Outmoded, controversial plans to undertake the biggest dredging project ever seen in Australia are no nearer being completed than they have ever been in spite of the imminent SEES. Recent media reports are nothing more than the usual business hype which has accompanied the proposal for years. In reality the project is no nearer being started than it was 5 years ago - and it certainly has far less community support.

The outmoded and controversial channel deepening project is no nearer being completed than it has ever been says Blue Wedges spokesperson Jenny Warfe. Recent media report 'Bay Dredge Plan over first hurdle' (The Age, Sunday 18th March 2007) is nothing more than the usual business hype which has accompanied the proposal for years. In reality the project is no nearer being started than it was 5 years ago - and it certainly has far less community support.

“The business sector has reportedly rated the environmental protection in the forthcoming Supplementary Environmental Effects Statement (SEES) as 'gold class'. Well they would say that wouldn't they? The language is no different to what project supporters have always used to promote their 19th Century style proposition. Since 2000 or so we have been hearing terms like "Government gives the green light to dredging", but when the project was independently assessed in 2005, the PoMC's science was found to be grossly inadequate – in spite of PoMC’s assurances at the time that their environmental protection was world class”.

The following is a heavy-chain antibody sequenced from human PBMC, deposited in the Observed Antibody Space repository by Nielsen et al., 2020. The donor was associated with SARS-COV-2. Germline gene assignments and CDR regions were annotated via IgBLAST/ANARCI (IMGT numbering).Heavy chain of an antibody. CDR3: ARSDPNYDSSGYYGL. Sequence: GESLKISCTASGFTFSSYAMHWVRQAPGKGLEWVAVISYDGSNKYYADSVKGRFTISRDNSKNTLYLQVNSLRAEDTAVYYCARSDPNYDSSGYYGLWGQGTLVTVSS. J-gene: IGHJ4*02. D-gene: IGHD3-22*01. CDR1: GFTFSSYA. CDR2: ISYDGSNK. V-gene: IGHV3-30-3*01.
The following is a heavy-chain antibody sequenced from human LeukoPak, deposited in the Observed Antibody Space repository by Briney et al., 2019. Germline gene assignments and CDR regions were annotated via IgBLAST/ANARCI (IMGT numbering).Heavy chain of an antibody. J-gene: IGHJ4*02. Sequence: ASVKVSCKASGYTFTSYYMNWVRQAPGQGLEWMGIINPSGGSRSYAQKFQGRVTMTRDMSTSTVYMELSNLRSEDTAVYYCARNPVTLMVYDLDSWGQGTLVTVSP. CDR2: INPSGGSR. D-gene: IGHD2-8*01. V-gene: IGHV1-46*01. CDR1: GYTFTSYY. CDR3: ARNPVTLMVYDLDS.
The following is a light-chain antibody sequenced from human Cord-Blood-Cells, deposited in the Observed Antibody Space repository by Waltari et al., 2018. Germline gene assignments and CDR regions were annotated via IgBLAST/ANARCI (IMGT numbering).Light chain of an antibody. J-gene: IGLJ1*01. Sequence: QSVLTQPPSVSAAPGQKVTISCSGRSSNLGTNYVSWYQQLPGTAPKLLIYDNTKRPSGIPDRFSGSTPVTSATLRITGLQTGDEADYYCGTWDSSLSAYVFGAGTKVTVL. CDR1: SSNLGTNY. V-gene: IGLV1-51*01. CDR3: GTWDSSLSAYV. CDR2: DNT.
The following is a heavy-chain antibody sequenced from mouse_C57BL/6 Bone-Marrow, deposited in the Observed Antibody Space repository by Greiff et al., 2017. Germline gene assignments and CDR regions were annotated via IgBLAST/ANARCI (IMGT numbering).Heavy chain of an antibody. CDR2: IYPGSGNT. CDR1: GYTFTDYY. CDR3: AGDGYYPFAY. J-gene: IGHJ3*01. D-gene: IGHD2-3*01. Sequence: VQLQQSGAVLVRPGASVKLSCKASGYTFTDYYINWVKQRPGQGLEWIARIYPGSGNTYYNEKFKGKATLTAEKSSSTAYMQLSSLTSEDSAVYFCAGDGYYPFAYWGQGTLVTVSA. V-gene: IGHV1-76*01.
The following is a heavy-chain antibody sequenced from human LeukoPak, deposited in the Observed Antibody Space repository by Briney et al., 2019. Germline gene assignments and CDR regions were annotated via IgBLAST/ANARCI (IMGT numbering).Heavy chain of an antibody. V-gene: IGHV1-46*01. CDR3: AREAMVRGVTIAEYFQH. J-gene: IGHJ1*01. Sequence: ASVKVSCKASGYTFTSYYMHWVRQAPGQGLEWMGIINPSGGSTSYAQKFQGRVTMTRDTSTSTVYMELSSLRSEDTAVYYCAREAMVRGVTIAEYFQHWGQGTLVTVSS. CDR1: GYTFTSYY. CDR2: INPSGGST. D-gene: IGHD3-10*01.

Several Blue Wedges supporters have been members of the Port's Stakeholder Advisory Committee, which has met regularly for 18 months until December 2006 to receive updates on the progress of the soon to be released SEES. They say that any changes to the project do not address the major concerns and recommendations outlined when the project was rejected by the first Independent Panel process in 2005.